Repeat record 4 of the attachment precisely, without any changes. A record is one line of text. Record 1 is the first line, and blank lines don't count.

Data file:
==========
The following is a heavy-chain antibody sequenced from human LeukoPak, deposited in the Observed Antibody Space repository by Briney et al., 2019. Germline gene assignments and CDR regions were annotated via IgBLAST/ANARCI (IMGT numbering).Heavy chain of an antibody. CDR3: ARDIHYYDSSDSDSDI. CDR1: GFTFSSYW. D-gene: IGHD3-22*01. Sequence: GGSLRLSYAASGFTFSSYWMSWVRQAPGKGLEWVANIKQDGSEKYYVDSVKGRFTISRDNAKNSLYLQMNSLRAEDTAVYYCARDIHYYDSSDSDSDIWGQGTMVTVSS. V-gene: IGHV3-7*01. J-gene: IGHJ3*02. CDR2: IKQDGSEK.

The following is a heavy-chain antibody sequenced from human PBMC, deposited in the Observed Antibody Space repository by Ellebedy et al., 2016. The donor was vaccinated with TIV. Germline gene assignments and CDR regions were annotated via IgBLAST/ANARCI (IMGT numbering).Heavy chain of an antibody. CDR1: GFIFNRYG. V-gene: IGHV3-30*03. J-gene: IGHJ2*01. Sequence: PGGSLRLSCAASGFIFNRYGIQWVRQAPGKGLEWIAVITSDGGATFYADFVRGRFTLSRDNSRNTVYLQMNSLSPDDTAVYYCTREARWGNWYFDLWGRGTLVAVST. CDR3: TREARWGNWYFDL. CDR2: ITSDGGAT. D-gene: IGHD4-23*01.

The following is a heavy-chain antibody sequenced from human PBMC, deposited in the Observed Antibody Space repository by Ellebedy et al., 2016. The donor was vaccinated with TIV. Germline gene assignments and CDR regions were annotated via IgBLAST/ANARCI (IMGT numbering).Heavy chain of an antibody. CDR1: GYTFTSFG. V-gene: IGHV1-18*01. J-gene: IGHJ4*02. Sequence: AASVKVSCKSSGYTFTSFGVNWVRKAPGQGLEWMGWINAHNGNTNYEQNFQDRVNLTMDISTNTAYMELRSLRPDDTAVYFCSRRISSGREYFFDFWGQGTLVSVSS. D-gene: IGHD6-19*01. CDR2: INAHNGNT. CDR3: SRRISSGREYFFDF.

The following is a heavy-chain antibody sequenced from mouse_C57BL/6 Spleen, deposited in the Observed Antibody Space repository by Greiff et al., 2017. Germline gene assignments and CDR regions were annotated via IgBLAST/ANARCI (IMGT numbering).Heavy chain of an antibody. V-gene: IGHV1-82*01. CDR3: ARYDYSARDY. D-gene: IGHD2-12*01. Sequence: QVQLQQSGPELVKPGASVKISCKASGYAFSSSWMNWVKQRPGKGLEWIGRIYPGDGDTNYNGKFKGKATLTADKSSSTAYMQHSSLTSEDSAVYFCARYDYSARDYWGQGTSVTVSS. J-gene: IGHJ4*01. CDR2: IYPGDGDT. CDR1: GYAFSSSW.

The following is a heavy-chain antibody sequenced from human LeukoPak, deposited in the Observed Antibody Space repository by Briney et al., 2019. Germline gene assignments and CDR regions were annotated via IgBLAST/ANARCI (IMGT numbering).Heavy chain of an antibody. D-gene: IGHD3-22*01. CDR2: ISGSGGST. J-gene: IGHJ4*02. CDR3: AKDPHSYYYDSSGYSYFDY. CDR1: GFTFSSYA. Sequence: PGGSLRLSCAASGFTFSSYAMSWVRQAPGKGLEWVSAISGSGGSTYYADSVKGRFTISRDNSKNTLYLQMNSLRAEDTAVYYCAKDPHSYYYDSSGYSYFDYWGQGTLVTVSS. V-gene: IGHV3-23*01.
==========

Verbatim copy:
The following is a heavy-chain antibody sequenced from mouse_C57BL/6 Spleen, deposited in the Observed Antibody Space repository by Greiff et al., 2017. Germline gene assignments and CDR regions were annotated via IgBLAST/ANARCI (IMGT numbering).Heavy chain of an antibody. V-gene: IGHV1-82*01. CDR3: ARYDYSARDY. D-gene: IGHD2-12*01. Sequence: QVQLQQSGPELVKPGASVKISCKASGYAFSSSWMNWVKQRPGKGLEWIGRIYPGDGDTNYNGKFKGKATLTADKSSSTAYMQHSSLTSEDSAVYFCARYDYSARDYWGQGTSVTVSS. J-gene: IGHJ4*01. CDR2: IYPGDGDT. CDR1: GYAFSSSW.